Michael Reynolds:

Yeah, it's a lifesaver. All right, next, I'm almost done, I promise. Put everything on your calendar, and I mean everything. So, on my calendar, everything goes there. If Eli has a playdate with a friend, it goes in the calendar. If Eli has something random going on, it's on the calendar. If we're going to some family event, it's on the calendar. Even little simple silly stuff that we don't think should go on the calendar, it goes in the calendar. Obviously meetings are on the calendar and massage appointments you're going to put on the calendar.

Michael Reynolds:

But whatever it is, if it's something you have to do at a certain time, get it on the calendar, because that's one less thing for your brain to have to worry about. Even little silly things that you think don't matter, every little thing you can offload from your subconscious is one less thing your brain is going to worry about, and therefore, less stress you're going to have overall.

Michael Reynolds:

So, your calendar is what David Allen, going back to David Allen, he calls your hard landscape. This is the stuff that you have to do at a certain time that is kind of set in stone on your schedule. I put everything on my calendar no matter what it is, and that's really helped kind of lower anxiety and stress in my brain as well.

Michael Reynolds:

Let's see. Clean your physical spaces. Did you add this, Allissa, or did I?

Allissa Haines:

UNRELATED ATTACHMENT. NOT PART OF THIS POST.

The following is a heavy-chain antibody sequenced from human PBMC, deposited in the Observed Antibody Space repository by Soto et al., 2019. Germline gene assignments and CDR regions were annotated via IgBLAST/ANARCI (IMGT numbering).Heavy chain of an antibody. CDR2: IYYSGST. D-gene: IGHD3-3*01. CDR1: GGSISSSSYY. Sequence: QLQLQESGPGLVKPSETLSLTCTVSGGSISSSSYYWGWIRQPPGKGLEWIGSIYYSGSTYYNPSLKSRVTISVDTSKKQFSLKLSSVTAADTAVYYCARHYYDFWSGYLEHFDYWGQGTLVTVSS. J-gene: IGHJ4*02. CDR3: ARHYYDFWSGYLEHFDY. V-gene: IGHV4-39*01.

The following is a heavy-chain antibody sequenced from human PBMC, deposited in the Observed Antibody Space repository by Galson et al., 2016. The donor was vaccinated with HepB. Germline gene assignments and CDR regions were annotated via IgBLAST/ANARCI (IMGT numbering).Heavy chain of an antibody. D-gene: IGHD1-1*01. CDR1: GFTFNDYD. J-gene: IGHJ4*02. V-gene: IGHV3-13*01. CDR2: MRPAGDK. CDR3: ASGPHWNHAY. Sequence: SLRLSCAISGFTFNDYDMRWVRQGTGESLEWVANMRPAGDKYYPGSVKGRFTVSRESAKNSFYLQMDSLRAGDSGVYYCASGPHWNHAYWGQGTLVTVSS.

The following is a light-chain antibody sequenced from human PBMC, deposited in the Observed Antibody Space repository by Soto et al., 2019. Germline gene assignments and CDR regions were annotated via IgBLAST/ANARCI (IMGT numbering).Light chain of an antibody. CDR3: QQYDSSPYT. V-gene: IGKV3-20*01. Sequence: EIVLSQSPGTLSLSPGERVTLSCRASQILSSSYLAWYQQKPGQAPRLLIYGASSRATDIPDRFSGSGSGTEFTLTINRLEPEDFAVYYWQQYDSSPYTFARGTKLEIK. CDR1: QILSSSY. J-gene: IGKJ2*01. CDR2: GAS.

You did.

Michael Reynolds:

So much good stuff here, I forgot what I added. Clean your physical spaces. So, I'm a big fan of reducing clutter. I think that when you have a lot of clutter sitting around, it just again, bogs down your brain. So, I'm a big fan of, even if you're busy and you've got a long list of stuff to do, sometimes whenever I feel like, oh, I just feel stuck and brain fog, I realize that I need to take 20 minutes and just clean my office. I just need to go around and throw things away, I need to shred some stuff. I need to put some stuff where it belongs and to clear the space on my desk. I just need to tidy up my space. And then my brain just kind of unlocks and it feels clear.

Michael Reynolds:

And it's often how we don't really notice this stuff, but I'm trying to do a better job of noticing that if there's clutter around me, even right now, I've got like stuff on my desk, I'm looking around, I feel kind of bogged down. So as soon as we're done here, I'm going to declutter a bit. And that's going to kind of clear my space to allow me to not worry about the stuff sitting around me. Yeah, go ahead.

Allissa Haines:

I'm going to jump in, sorry. So, I have found that I am a person who likes for everything to be put away. I like surfaces to be clean and clear. I like countertops to be empty. I live in a very neurodiverse household. And one of the issues that many people in the household deal with is object impermanence. So if something is not very visible, it will be completely forgotten. If there is a glass of milk that needs to get finished and it was thrown back in the fridge, if it's not in front, in the very front obvious point of the fridge, in front of the gallon, that glass of milk will get forgotten for five days, people will just take stuff out of the jug, whatever. We have a real object impermanence issue in my home.